Young Adult novel set 20,000 years ago…
- Sunday, 08 November 2015 15:12
We have had the best time writing our first Young Adult novel, set 20,000 years ago, at the height of the Pleistocene Ice Age. What fun to writer about American lions, sabertooth cats, dire wolves, giant bison, mammoths and giant beavers. Had Mike on tenterhooks (your word for the day) when young Lynx fell into the crevasse. It’s great inspiration to be able to watch bison out the window while writing about their ancestors who roamed the continent twenty centuries ago.
Doggerland 8,000 years ago
- Sunday, 20 September 2015 10:43
This is one of the “Ladies of Teviec.” She was found in a Mesolithic cemetery off the coast of Brittany, France. Her remains date to around 8,500 years ago. She was approximately 25 years old. She died when someone clubbed her in the head five times, cracking her skull, and she was shot between the eyes with an arrow. Her loved ones must have found her body, because she was buried with care in a pit roofed with red deer antlers.
We all like to believe that some time in the distant past there was a Golden Age of peace and prosperity where people lived in harmony, but the truth is, while there were harmonious episodes in human prehistory, they were relatively short and punctuated by extreme violence. In the case of the Ladies of Teviec, the climate was changing, shifting from the Pleistocene Ice Age and into this warm period we enjoy now, the Holocene. Sea level was rising. The “ladies”” homeland, which archaeologists call Doggerland, was being swallowed by the ocean. Apparently, war erupted as people scrambled for disappearing land. Eventually there would be no dry land left in Doggerland for anyone.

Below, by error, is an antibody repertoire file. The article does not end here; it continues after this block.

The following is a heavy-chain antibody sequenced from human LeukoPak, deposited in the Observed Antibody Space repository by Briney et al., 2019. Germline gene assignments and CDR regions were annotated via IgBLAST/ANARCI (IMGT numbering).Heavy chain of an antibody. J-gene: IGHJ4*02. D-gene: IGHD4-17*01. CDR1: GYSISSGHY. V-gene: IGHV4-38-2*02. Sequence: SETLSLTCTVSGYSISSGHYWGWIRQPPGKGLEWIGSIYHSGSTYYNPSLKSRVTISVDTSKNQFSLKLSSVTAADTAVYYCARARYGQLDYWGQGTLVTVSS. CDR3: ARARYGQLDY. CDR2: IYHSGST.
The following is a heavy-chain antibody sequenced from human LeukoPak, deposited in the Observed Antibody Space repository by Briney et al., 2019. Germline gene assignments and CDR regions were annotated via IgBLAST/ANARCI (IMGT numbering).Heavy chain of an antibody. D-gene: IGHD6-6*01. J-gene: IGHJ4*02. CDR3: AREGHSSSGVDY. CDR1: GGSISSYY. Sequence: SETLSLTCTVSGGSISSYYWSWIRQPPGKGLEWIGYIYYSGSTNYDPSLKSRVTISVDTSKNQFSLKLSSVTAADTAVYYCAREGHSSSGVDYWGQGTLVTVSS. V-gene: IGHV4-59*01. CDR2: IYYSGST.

- Saturday, 12 September 2015 15:24
One of the interesting things about this reconstruction of Stonehenge is the shadows cast by the standing stones. In the past thirty years of doing archaeoastronomy, archaeologists have learned that shadows, and the way they move on important days, like the solstices and equinoxes, can be as important as shafts of light.
Roman ships were big…
- Tuesday, 01 September 2015 20:49
This is an example of one of Roman Emperor Caligula’s Nemi ships, built on Lake Nemi, Italy. Caligula had grand ideas–most of them completely insane.
- Monday, 31 August 2015 18:04
The Yupik villagers in the Alaskan village of Newtok don’t have to be told the globe is warming up. They see it every day.